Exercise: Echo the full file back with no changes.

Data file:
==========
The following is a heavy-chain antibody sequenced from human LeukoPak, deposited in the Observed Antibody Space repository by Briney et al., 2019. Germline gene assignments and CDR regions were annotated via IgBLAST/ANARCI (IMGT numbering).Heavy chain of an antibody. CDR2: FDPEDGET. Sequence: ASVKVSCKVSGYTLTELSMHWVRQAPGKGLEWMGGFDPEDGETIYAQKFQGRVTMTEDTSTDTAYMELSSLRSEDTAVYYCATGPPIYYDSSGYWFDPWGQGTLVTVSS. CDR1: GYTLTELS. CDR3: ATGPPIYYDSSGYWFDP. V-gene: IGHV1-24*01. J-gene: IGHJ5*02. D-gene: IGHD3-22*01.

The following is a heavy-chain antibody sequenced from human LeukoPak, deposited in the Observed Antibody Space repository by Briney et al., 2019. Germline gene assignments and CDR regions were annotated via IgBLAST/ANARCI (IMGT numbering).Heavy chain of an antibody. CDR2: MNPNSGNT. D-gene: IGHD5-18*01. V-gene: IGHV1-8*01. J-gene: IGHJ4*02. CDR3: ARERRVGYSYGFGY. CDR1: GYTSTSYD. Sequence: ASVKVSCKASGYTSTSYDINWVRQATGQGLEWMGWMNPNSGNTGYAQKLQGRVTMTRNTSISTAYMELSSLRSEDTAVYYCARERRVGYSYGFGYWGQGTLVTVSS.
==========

The following is a heavy-chain antibody sequenced from human LeukoPak, deposited in the Observed Antibody Space repository by Briney et al., 2019. Germline gene assignments and CDR regions were annotated via IgBLAST/ANARCI (IMGT numbering).Heavy chain of an antibody. CDR2: FDPEDGET. Sequence: ASVKVSCKVSGYTLTELSMHWVRQAPGKGLEWMGGFDPEDGETIYAQKFQGRVTMTEDTSTDTAYMELSSLRSEDTAVYYCATGPPIYYDSSGYWFDPWGQGTLVTVSS. CDR1: GYTLTELS. CDR3: ATGPPIYYDSSGYWFDP. V-gene: IGHV1-24*01. J-gene: IGHJ5*02. D-gene: IGHD3-22*01.

The following is a heavy-chain antibody sequenced from human LeukoPak, deposited in the Observed Antibody Space repository by Briney et al., 2019. Germline gene assignments and CDR regions were annotated via IgBLAST/ANARCI (IMGT numbering).Heavy chain of an antibody. CDR2: MNPNSGNT. D-gene: IGHD5-18*01. V-gene: IGHV1-8*01. J-gene: IGHJ4*02. CDR3: ARERRVGYSYGFGY. CDR1: GYTSTSYD. Sequence: ASVKVSCKASGYTSTSYDINWVRQATGQGLEWMGWMNPNSGNTGYAQKLQGRVTMTRNTSISTAYMELSSLRSEDTAVYYCARERRVGYSYGFGYWGQGTLVTVSS.